What are physical findings characteristic of Henoch-Schönlein purpura (IgA vasculitis)?

Updated: Jan 08, 2021
  • Author: Rajendra Bhimma, MBChB, MD, PhD, DCH (SA), FCP(Paeds)(SA), MMed(Natal); Chief Editor: Craig B Langman, MD  more...
  • Print

Because IgAV can affect all organ systems, a full physical examination is indicated. Physical findings may include the following:

  • Skin findings (usually the first sign of IgAV) - Erythematous, macular, or urticarial lesions, progressing to blanching papules and later to palpable purpura; typically, symmetrical and tending to be distributed in dependent body areas, such as the ankles and lower legs in older children and adults; the back and buttocks in toddlers; and the face, trunk, and upper extremities in young non-ambulant children. Hives, angioedema, and target lesions can also occur. The rash may be itchy but is rarely painful. Localized subcutaneous edema is a common feature especially in children < 3 years old, usually occurring in dependent and periorbital areas. In adults it usually involves the dorsum of the hands. Blistering eruptions may also occur. [2]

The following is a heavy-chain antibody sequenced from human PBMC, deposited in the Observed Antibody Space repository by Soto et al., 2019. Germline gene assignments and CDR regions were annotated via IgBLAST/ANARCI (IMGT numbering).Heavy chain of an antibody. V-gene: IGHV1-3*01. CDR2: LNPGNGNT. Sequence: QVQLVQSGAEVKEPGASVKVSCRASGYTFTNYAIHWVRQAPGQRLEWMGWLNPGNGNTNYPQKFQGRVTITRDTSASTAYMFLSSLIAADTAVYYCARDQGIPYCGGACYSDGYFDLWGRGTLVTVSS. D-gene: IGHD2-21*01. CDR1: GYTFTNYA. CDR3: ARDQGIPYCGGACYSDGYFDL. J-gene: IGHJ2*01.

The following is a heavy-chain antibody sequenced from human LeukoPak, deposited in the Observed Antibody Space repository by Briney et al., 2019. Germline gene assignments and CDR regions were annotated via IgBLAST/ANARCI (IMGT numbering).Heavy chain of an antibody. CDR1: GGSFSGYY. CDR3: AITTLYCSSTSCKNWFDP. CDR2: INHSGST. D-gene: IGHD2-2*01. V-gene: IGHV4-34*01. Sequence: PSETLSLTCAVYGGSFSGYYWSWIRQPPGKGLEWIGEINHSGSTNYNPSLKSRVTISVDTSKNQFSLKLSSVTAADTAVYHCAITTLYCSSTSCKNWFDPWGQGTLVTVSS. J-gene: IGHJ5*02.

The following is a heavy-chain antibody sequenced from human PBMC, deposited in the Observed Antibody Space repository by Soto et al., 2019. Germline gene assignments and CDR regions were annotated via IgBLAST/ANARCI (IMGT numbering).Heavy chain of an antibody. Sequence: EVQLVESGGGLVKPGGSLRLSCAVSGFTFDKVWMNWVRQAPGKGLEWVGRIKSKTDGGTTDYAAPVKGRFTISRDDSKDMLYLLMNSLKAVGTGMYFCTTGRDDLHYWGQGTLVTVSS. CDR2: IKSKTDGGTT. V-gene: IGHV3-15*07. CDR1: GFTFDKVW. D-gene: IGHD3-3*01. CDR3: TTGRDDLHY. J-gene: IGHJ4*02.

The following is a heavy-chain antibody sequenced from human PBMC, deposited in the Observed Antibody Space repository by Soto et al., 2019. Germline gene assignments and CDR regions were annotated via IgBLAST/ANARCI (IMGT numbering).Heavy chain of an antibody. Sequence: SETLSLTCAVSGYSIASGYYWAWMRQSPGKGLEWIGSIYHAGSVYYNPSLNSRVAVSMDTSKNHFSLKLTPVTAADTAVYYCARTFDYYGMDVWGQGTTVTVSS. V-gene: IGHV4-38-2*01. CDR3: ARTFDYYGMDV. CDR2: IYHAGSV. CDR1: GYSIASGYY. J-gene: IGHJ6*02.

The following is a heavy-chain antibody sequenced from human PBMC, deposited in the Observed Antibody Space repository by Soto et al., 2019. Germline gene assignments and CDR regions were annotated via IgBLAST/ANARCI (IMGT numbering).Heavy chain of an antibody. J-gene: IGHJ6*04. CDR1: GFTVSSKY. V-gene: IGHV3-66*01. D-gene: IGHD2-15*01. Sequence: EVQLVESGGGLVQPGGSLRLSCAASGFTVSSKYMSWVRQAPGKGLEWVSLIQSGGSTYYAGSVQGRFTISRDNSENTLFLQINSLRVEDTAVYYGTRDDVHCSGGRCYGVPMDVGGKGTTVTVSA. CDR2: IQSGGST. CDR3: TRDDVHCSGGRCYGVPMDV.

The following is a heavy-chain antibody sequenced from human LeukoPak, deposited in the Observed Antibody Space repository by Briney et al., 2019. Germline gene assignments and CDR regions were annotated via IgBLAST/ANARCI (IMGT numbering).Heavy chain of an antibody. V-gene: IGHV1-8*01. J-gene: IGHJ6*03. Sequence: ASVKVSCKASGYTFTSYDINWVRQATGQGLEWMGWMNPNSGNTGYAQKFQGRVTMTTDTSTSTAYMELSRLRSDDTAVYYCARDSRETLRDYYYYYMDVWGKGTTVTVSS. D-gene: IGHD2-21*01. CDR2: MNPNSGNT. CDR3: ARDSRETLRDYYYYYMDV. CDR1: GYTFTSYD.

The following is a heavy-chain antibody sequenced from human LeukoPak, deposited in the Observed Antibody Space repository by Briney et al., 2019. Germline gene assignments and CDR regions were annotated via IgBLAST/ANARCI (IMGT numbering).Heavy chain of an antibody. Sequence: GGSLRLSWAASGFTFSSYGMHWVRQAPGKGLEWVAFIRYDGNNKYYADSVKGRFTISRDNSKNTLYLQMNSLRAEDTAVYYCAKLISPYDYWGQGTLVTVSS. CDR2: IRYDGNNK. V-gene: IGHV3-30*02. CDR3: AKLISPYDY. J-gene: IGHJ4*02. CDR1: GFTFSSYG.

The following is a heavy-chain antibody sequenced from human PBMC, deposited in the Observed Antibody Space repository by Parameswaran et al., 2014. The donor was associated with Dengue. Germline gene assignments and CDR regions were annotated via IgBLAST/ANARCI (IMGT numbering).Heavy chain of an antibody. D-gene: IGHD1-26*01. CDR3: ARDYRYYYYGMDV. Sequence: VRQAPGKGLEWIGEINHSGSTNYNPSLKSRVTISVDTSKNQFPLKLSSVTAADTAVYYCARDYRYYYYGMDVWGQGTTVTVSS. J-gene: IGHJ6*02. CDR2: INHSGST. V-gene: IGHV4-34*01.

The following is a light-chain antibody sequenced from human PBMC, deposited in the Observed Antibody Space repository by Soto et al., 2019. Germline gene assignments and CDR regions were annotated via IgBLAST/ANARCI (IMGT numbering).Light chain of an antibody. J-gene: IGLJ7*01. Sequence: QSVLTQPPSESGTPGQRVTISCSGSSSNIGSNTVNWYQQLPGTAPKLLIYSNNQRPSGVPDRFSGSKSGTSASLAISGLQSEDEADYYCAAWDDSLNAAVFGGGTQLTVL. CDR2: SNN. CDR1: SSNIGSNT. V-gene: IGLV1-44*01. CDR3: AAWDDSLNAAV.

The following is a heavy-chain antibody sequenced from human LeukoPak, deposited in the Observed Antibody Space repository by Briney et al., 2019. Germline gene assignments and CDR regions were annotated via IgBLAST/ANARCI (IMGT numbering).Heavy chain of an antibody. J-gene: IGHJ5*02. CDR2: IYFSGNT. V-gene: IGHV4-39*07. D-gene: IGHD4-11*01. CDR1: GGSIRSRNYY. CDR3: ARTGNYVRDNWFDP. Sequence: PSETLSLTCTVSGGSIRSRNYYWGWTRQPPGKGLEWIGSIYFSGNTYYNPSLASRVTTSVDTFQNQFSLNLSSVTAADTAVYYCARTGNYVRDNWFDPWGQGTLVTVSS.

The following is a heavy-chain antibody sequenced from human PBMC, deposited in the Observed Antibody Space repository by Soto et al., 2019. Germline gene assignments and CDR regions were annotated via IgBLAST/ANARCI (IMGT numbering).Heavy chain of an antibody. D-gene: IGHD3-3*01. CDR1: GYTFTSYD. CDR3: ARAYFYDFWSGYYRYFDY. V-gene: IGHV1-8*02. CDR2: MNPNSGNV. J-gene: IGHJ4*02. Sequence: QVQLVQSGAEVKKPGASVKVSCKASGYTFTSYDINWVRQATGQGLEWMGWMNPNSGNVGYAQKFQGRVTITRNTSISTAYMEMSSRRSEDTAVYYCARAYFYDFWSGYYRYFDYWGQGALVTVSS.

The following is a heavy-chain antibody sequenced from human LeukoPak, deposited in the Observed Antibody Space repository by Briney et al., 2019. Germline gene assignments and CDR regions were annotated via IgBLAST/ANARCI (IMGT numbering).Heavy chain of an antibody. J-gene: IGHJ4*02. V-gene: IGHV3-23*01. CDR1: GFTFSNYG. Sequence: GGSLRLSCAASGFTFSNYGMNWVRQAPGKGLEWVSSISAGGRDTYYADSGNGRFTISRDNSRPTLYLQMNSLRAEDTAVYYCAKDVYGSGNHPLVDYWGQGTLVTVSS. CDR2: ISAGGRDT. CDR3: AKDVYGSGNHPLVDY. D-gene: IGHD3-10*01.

• Kidney findings - Hematuria, nephrotic syndrome; involvement of the kidneys may occur in 20-60% of cases, especially in older children and adults, and is the leading case of morbidity in IgAV.  

  • GI findings - Approximately 50% of children with IgAV have GI manifestations. These range from mild (nausea, vomiting; and cramping abdominal pain) to severe (severe abdominal pain, melena, bloody diarrhea, hematemesis, massive GI hemorrhage).

  • Joint findings - Arthritis/arthralgia occurs in 74% of patients and is the presenting feature in as many as 15% of pediatric cases. Joints may be swollen, tender, and painful; however, warmth, erythema, and effusions are not typical. The knees and ankles are most commonly affected. Young children with lower extremity involvement will refuse to walk. Rarely, the fingers and wrists may be involved. The arthritis is usually transient or migratory and oligoarticular (one to four joints involved). Joint involvement may precede the onset of purpura but usually not by more than one or two days. [3]  

  • Other findings - Vasculitis involving the myocardium or lungs; stenosing ureteritis, priapism, penile edema, or orchitis; vasculitis involving the central nervous system (CNS) and intracranial hemorrhage with confusion and convulsions; bilateral subperiosteal orbital hematomas; adrenal hematomas; acute pancreatitis as the sole presenting feature (rare) [4] ; cystic changes of the ovaries

See Presentation for more detail.

Did this answer your question?
Additional feedback? (Optional)
Thank you for your feedback!